Government debt in emerging markets –excluding China– is expected to reach 61 percent of GDP in 2021 and gross financing needs are anticipated to remain elevated at 13 percent of GDP in 2021, coming off record levels in 2020, the International Monetary Fund (IMF) announced on Tuesday.
The figures came within the IMF’s updated global financial stability report that was released amdist the IMF’s and the World Bank’s spring meetings, that had launched officially on Tuesday.
The report said that emerging market economies are expected to suffer arduous challenges due to the large financing needs that they require in 2020. This comes as a result of the COVID-19 crisis and its associated implications, adding that they are also exposed to a rollover risk, particularly if domestic inflation rises or global long-term interest rates continue to go up.
“Countries with weaker positions or limited access to vaccines may also face portfolio outflows. For many frontier market economies, market access remains impaired,” said the report.
The report also said that the recovery in emerging markets is expected to be slower than in advanced economies - with significant divergence across countries - driven by the less supportive stance of central banks over the past few months, in response to higher commodity prices; higher domestic inflation; the improved economic outlook and higher US rates.
On the currencies' performance in such economies, the report clarified that currencies of major emerging market economies have gained against the dollar since the last issue of the Global financial stability report - released in October - but have however, faced some notable turbulence in 2021 on the back of rising interest rates in the US.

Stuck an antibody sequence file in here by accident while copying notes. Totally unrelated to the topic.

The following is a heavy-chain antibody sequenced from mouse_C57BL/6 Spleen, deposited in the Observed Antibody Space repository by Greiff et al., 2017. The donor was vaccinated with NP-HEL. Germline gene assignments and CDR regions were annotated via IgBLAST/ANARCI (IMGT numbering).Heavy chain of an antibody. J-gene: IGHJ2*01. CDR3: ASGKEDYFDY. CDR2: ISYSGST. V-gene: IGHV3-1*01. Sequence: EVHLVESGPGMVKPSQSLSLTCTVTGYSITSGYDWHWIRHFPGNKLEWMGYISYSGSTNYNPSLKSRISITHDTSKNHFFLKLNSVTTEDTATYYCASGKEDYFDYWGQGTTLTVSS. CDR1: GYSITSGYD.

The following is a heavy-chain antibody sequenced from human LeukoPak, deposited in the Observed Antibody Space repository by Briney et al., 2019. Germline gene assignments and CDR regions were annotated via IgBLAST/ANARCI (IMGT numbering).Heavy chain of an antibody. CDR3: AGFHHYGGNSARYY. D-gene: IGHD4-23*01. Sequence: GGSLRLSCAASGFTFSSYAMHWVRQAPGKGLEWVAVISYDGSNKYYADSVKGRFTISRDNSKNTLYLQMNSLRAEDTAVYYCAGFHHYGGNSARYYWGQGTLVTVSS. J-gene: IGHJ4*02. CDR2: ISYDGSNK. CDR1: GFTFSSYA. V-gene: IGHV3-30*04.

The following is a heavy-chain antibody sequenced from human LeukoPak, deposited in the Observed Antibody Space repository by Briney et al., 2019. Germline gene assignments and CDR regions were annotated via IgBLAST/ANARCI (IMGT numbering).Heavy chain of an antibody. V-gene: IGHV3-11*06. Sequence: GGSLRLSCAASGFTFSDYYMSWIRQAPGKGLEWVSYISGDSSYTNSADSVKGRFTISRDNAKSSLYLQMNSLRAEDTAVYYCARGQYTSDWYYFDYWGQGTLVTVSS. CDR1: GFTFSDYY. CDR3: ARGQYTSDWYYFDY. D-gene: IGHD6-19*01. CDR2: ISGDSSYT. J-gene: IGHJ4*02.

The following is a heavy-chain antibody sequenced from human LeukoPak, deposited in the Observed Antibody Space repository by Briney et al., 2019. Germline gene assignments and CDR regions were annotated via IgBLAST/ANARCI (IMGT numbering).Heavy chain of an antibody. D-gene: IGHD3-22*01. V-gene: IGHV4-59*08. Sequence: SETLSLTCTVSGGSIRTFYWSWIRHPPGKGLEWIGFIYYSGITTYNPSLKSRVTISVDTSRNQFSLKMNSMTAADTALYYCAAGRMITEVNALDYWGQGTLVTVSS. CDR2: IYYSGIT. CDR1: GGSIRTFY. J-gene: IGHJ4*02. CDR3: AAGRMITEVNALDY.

It also noted that external credit spreads have been relatively insulated from the recent volatility in markets.
“Conditions remain favorable, especially for higher-rated issuers, whereas frontier economies continue to face challenges," said the report. "Over the past few months, markets have priced a shift towards a less supportive stance by central banks, in response to higher commodity prices; higher domestic inflation; the improved economic outlook and higher US rates —and some central banks have already hiked. As a result, local currency government bond yields - for many emerging market economies - have increased since late January.”
As for the recovery process in emerging markets, it is expected to be slower than in advanced economies - with significant divergence across countries - as government financing needs have surged and the resulting increase in public debt loads have become a challenge for policymakers as well as the delay in vaccine deployment in those countries.
More than one year since the onset of the pandemic, global financial stability risks are still contained through the measures that have been taken, which included the combination of progress in health care solutions and continued unprecedented policy accommodation, as according to the report.
Also according to the report, such measures have been remarkably successful in preventing an even more devastating blow to the global economy and has bolstered hope for a forthcoming recovery.
Global recovery from the pandemic is expected to be asynchronous and uneven among advanced, emerging and frontier market economies as well as within regions, economies, sectors and firms.
Accordingly, there is a risk that financial conditions in emerging and frontier market economies may tighten markedly. In the case of policymakers - in advanced economies - taking steps towards policy normalisation, that would then result in a rapid rates rise, the report explained.
On the other hand, an extended period of the unprecedented financial support measures, that the countries have taken globally in order to contain the pandemic repercussions, may lead to overly stretched valuations and fuel financial vulnerabilities that could put global growth at risk and hinder its recovery.
“Vulnerabilities were already elevated before the pandemic in some sectors and are now rising further amid very buoyant financial markets,” said the report.
According to the report, such vulnerabilities could evolve into new structural legacy problems like weighing on global economic growth or disrupting the resilience that the global financial system has shown so far.
The report also highlighted the impact on the commercial real estate sector, which is subject to sector-specific shocks, as well as to economy-wide shocks, with the COVID-19 crisis representing a combination of both.
“An adverse shock — whether sectoral (such as a decline in demand for specific commercial real estate segments), macroeconomic (such as a collapse in aggregate demand), or financial (such as an increase in risk aversion) — could exert downward pressure on this sector’s prices,” said the report.